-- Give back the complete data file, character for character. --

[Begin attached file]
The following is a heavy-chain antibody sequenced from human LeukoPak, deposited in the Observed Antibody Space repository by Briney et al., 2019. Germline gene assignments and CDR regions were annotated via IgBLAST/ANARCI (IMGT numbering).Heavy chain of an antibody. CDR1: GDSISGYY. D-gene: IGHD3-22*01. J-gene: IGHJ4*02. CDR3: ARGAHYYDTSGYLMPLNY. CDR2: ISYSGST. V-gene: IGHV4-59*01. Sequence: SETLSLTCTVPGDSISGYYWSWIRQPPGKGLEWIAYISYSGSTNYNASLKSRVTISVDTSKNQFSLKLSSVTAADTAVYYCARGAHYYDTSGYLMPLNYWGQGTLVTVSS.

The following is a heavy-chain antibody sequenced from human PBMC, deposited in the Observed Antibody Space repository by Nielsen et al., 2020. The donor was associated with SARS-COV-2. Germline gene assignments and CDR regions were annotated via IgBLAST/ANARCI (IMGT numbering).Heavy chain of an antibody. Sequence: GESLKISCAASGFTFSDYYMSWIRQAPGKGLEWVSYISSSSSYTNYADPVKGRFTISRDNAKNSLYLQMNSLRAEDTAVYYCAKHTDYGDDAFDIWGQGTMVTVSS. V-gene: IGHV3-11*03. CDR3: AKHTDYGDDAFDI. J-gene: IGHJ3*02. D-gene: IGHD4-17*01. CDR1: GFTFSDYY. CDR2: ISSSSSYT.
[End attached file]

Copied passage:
The following is a heavy-chain antibody sequenced from human LeukoPak, deposited in the Observed Antibody Space repository by Briney et al., 2019. Germline gene assignments and CDR regions were annotated via IgBLAST/ANARCI (IMGT numbering).Heavy chain of an antibody. CDR1: GDSISGYY. D-gene: IGHD3-22*01. J-gene: IGHJ4*02. CDR3: ARGAHYYDTSGYLMPLNY. CDR2: ISYSGST. V-gene: IGHV4-59*01. Sequence: SETLSLTCTVPGDSISGYYWSWIRQPPGKGLEWIAYISYSGSTNYNASLKSRVTISVDTSKNQFSLKLSSVTAADTAVYYCARGAHYYDTSGYLMPLNYWGQGTLVTVSS.

The following is a heavy-chain antibody sequenced from human PBMC, deposited in the Observed Antibody Space repository by Nielsen et al., 2020. The donor was associated with SARS-COV-2. Germline gene assignments and CDR regions were annotated via IgBLAST/ANARCI (IMGT numbering).Heavy chain of an antibody. Sequence: GESLKISCAASGFTFSDYYMSWIRQAPGKGLEWVSYISSSSSYTNYADPVKGRFTISRDNAKNSLYLQMNSLRAEDTAVYYCAKHTDYGDDAFDIWGQGTMVTVSS. V-gene: IGHV3-11*03. CDR3: AKHTDYGDDAFDI. J-gene: IGHJ3*02. D-gene: IGHD4-17*01. CDR1: GFTFSDYY. CDR2: ISSSSSYT.